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The holidays are upon us, which takes us all into the company of family for extended periods of time, of course, folks we're around so much we're damn near sick of 'em, folks we ain't seen in awhile, and folks who have been scarce since Hector was a pup. The Observer's clan tends to be of the "Sit Around the Table and Jaw" variety during get-togethers, not of the "Stare at Football or Fox News" type, thank God. We are a clan of storytellers for the most part; wanderers with big, bombastic voices, willing to shout each other down and demand our two cents, smiling our way to the point, each punch line delivered with such devastating, Rocky Balboa-like force as to make the folks picking ham out of their teeth laugh so hard they almost swallow their toothpick and choke.
The Observer has been teaching folks how to tell stories out at the college for going on 15 years now, so we're something of an expert on the topic of fictions large and small. The art of oral storytelling, however, is its own fabulous beast, with curling tale and rainbow tongue, the great looping bird of experience, anecdote and outright falsehood, flitting and rising and falling, stirring the wind of desire until the great rush of it forms something like a point. Unfortunately, life is never as neat as an O. Henry tale, never coming to the smart conclusion where the hero is rewarded and the villain gets his just desserts in a fall from the highest gable. Instead, life is just ordinary people trying to figure out how to put together the deluxe swing set of their own lives, even though there was no instruction booklet in the box it came in, look through it as we might. And so we need that great and looping bird, to symbolize the uncertainty of it all.
To tell a story, one must first accept the idea that there is no such thing as a true story. We all experience the world differently, and so we remember it differently than others, and in our remembering we make fictions and falsehoods real to ourselves. If you don't believe Your Old Pal, gather up a bunch of your oldest friends or relations around the Christmas dinner table and tell them the tale of an event they all bore witness to, years and years ago. You'll soon find that what you thought was the solid bedrock of your memory is actually a crumbling tufa that barely qualifies as stone, shot through with holes and errors, misremembered names and places, digests and omissions, things and people you have convinced yourself were there, but which really weren't. Such is the way of memory, fallible because we are fallible.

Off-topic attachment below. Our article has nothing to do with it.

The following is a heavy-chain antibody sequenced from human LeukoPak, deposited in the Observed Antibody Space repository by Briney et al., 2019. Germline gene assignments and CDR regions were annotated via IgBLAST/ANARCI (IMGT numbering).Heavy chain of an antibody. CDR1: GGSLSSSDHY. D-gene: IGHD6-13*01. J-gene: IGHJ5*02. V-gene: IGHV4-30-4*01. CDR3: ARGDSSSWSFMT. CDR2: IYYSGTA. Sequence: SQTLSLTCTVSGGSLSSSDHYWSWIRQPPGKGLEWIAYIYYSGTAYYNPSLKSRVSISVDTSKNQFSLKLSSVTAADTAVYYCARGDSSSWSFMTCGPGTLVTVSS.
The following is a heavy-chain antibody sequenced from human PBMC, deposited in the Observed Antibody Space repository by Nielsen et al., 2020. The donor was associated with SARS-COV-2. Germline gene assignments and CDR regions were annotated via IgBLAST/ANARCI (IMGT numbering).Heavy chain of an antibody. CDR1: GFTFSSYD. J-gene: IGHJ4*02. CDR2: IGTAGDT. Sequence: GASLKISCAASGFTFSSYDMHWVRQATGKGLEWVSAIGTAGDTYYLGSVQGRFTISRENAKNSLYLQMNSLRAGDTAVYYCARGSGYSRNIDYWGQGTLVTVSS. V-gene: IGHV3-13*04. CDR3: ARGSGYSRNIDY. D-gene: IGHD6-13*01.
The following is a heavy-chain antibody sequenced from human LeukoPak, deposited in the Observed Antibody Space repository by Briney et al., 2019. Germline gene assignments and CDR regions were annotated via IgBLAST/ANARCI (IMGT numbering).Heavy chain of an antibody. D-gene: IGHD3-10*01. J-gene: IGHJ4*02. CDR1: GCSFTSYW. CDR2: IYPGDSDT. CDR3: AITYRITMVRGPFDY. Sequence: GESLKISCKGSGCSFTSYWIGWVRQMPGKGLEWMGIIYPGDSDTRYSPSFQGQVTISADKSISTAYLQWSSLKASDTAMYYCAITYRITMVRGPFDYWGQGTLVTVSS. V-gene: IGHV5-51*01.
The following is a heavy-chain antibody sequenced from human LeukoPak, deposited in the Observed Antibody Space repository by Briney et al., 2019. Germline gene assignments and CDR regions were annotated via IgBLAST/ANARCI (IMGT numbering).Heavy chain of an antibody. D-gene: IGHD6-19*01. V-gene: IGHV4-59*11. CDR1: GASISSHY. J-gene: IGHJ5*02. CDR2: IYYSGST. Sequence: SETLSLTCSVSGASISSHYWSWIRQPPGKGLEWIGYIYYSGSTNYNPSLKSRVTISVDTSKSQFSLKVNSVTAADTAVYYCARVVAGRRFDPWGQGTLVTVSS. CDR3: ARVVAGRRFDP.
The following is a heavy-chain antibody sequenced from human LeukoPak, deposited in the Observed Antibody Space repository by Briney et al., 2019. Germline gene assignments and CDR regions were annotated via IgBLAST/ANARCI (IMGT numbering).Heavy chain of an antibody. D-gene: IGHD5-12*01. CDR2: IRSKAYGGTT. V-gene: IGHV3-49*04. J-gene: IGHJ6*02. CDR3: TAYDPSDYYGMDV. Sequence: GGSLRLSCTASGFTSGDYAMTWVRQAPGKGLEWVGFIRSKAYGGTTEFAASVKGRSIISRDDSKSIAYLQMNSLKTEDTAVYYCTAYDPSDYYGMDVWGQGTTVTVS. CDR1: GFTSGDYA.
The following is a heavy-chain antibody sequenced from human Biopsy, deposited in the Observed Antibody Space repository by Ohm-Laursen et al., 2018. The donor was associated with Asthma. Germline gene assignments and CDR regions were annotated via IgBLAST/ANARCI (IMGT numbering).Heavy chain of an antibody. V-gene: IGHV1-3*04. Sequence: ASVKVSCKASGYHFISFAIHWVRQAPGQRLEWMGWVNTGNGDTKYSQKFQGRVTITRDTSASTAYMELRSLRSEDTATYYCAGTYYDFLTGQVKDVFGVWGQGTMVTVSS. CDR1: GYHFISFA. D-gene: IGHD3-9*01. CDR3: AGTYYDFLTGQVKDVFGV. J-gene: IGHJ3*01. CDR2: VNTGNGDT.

To tell a story, one must be bold. One must watch the audience, read their faces, see them lean slightly forward over their half-devoured plates of turkey or away in doubt, the barest hint of a grin ready to burst into full-throated laughter, their anticipation hanging there in space, waiting for you to take them to see the waterfall of your joy. This is why a good story must have a point. Why it must be more than anecdote. We desire the silver nugget of understanding and knowledge contained within it, so we can know how to live. Human beings developed this wonderful tool known as language for exactly that: to be able to pass on what isn't codified in our DNA, to become more than dumb instinct. There is a kind of love in this: "I was hunting two valleys north in winter when I came upon a cave with an entrance shaped like the cusp of a rising moon. And in that cave, I came upon a bear. Seek not that cave, brothers and sisters. Hear me, and look upon my scar."
To tell a story, one must have a story in the first place. Be that person, if you can. The best storytellers are those who risk and dare. We live through them and inside them, gasp at their falls, laugh at their narrow escapes, pound the table in hysterics when they get their just comeuppance from the universe but resolve to pick themselves up and quest again. To find a story, therefore, look for the ones with the muddy boots, the grins, the pale corkscrew scars. They're the ones who have seen distant lands, where the wild spices grow, where the fiercest bears lurk in caves shaped like the crowning head of the moon. Put down your fork and listen. There will be time enough for mashed potatoes and cranberry sauce later. Now is the time for the ancient need to know that which can't be learned from instinct.
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